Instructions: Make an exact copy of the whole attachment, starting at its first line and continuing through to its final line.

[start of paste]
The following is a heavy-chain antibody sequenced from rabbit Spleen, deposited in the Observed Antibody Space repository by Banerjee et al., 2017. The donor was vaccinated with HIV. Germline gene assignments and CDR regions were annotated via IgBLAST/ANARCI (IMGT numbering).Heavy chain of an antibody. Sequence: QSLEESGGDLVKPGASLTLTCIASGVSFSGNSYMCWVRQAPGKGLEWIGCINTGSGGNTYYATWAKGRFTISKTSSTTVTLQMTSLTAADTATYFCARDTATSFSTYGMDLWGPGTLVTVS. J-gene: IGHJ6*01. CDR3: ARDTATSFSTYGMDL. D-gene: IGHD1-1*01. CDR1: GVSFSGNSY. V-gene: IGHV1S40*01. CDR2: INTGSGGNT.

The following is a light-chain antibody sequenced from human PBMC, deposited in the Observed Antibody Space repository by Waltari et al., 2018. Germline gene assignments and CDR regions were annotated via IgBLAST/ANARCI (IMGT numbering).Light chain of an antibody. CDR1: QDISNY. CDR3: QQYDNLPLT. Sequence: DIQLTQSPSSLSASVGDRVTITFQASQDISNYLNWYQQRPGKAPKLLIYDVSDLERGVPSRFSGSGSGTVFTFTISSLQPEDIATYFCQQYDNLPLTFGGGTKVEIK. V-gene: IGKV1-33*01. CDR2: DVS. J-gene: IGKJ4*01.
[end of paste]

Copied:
The following is a heavy-chain antibody sequenced from rabbit Spleen, deposited in the Observed Antibody Space repository by Banerjee et al., 2017. The donor was vaccinated with HIV. Germline gene assignments and CDR regions were annotated via IgBLAST/ANARCI (IMGT numbering).Heavy chain of an antibody. Sequence: QSLEESGGDLVKPGASLTLTCIASGVSFSGNSYMCWVRQAPGKGLEWIGCINTGSGGNTYYATWAKGRFTISKTSSTTVTLQMTSLTAADTATYFCARDTATSFSTYGMDLWGPGTLVTVS. J-gene: IGHJ6*01. CDR3: ARDTATSFSTYGMDL. D-gene: IGHD1-1*01. CDR1: GVSFSGNSY. V-gene: IGHV1S40*01. CDR2: INTGSGGNT.

The following is a light-chain antibody sequenced from human PBMC, deposited in the Observed Antibody Space repository by Waltari et al., 2018. Germline gene assignments and CDR regions were annotated via IgBLAST/ANARCI (IMGT numbering).Light chain of an antibody. CDR1: QDISNY. CDR3: QQYDNLPLT. Sequence: DIQLTQSPSSLSASVGDRVTITFQASQDISNYLNWYQQRPGKAPKLLIYDVSDLERGVPSRFSGSGSGTVFTFTISSLQPEDIATYFCQQYDNLPLTFGGGTKVEIK. V-gene: IGKV1-33*01. CDR2: DVS. J-gene: IGKJ4*01.